The road from the west leading into Steamboat Springs surprised me for being so bereft of trees or any great sense of beauty. It’s almost as if the road sneaks up on this mountain oasis. The town lay at the bottom of a basin surrounded by tall peaks. We could not resist getting out of the truck and running around downtown, in and out of the T-shirt and cowboy hat shops. Now a ski resort when snow season arrives, the town has been on the map for years as a tourist destination. Hot springs in town along the river make a paddling sound that resembles a steamboat going down the Yampa River, or so the tale was told me. The springs that I saw were located along the side of the busy highway, and sort of boxed in behind walls and gates. I had envisioned something different, so while my sister checked it out on the inside, I stayed in the truck and studied my road map.
A town called Hot Sulphur Springs, Colorado, of far lesser renown than Steamboat, sounded to me like it promised the more authentic mineral bathing experience, so we talked it over during lunch, on the edge of a Safeway grocery store parking lot, where a small trout stream came floating merrily down from the steep mountains. We continued east over higher mountains and narrowing passes, including Rabbit Ears Pass at over 9,000 foot elevation, in the Routt Mountains.
The road narrowed and followed the contour of a lumpy earth for many miles, until we passed a large, sprawled-out reservoir named Wolford, and dropped down into Kremmling, Colorado. An eye blink or two and we were onward to Hot Sulphur Springs! The highway followed a nice, geologically carved-out gorge of rock and river, just wide enough for this windy piece of road and a set of train tracks. I noticed some people fishing along the river that appeared to be native American. This part of the world is pretty rough and remote, but one that I would love to return to and stay longer; far enough from the city sprawl that the people and the countryside have that sense of authenticity about them that many of us Californians miss about our state, now that we are considered part of the “Pacific Rim”, rather than on the edge of a vast and gorgeous continent. I think that my own allegiance pledges with America tend to align more with a Kremmling than, say, a Long Beach. But we had a mission, to go soak our skins for hours, so had to keep moving. When we popped out of this massive wall of rocky, narrow canyon, we instantly found ourselves in downtown Hot Sulphur Springs and could actually see hot steam rising from the hillside to our left.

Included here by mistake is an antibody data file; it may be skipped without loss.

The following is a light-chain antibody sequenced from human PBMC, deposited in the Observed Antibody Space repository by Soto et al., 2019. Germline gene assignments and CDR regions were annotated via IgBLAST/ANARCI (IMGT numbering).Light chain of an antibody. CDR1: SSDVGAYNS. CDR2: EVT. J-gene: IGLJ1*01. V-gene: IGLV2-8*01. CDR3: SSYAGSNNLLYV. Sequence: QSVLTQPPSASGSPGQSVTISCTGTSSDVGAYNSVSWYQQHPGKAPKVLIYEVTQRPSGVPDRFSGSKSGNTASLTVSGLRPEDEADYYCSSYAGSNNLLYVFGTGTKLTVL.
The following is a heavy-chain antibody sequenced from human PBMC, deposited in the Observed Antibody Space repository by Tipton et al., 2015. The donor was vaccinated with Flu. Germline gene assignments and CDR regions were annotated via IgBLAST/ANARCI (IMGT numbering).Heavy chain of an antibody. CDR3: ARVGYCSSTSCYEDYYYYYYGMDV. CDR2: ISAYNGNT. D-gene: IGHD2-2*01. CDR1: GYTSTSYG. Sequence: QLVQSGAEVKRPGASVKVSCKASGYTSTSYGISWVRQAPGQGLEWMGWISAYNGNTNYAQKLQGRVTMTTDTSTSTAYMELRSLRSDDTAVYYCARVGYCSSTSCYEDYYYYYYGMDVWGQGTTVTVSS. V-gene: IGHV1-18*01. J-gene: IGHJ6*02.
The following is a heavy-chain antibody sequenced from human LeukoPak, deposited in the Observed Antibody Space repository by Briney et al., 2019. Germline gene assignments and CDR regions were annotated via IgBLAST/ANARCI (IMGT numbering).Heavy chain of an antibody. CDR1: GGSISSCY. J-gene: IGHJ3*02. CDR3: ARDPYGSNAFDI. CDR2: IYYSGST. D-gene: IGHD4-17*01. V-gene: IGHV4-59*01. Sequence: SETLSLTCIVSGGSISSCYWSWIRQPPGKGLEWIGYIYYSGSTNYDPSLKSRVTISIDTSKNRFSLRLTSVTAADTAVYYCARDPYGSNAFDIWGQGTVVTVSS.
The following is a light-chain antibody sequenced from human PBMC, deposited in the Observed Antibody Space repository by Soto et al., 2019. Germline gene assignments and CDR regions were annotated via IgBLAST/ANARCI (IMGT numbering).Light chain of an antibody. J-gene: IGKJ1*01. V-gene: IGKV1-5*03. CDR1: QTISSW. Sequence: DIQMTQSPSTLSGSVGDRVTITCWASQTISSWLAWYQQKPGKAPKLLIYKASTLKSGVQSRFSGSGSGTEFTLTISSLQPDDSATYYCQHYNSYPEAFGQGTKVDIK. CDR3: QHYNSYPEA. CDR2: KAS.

Along the bank of the Colorado River we spotted a free campground, so made our plans to soak in the mineral baths and camp there on the edge of town. I suppose my gypsy blood will carry through the rest of my life, this thing I have about camping, especially when in a pretty place and free. I get the sense that my life has not been completely caged in, that there lies ahead some freedom from civilization’s planned destiny. We paid the $17.50 and bathed for several hours among the twenty or more different pools. Some were large, but cooler, but my favorite pool was hot and indoors. The afternoon sun was intense that day, such that laying out in it while in a small pool of hot water made me slightly nauseous.
The pools were strewn along a steep hillside, with wooden walk ways adjoining them. We moved freely among most all of them, just to try out the different temperatures and to access the different combinations of minerals that each produced. These baths are supposedly the richest in the Rockies for minerals, although I am still not convinced, or rather do not understand the science behind why it is that a mineral bath is good for you. The heat and the relaxation factor felt so good, a break in our heavy driving routine, that I nearly fell asleep in one of the pools. In the outdoor pools we watched lightning strike mountain tops in the distance–too far away to be a threat to us–and a train come rambling down through the rocky gorge just to the west of us, where we had first entered this picturesque little town. We were glad to have come here rather than Steamboat, although I am sure there were more lovely bathing places in Steamboat that we had overlooked because of lack of time to explore.
We crawled out of the baths in the late afternoon. All my road aches and pains had melted away. We drove Rosey over the train tracks and down to the campground, where we cooked dinner and ate, and had a campfire that evening while listening to the trains go by. I carry a propane camp fire inside the camper–a camp fire in a can. We would just set it out at night and turn on the propane, and have an instant fire without the fuss and bother of collecting wood and watching for live sparks to spread a fire. Too many trains thundered by that night, however, for me to sleep very well. And then the temperature dropped in the middle of the night to about 28 degrees and I got a chill that made me shake until my rib cage ached. Rosey has a wonderful little forced-air furnace, so I don’t know why I didn’t turn it on in the middle of the night, rather than lay there and freeze. At dawn we saw our first summer time Rocky Mountain frosted dew on the ground. We scrambled around in the near dark to break camp, make coffee, and move on. We knew that this coming day might be one of the more epic drives of our entire trip.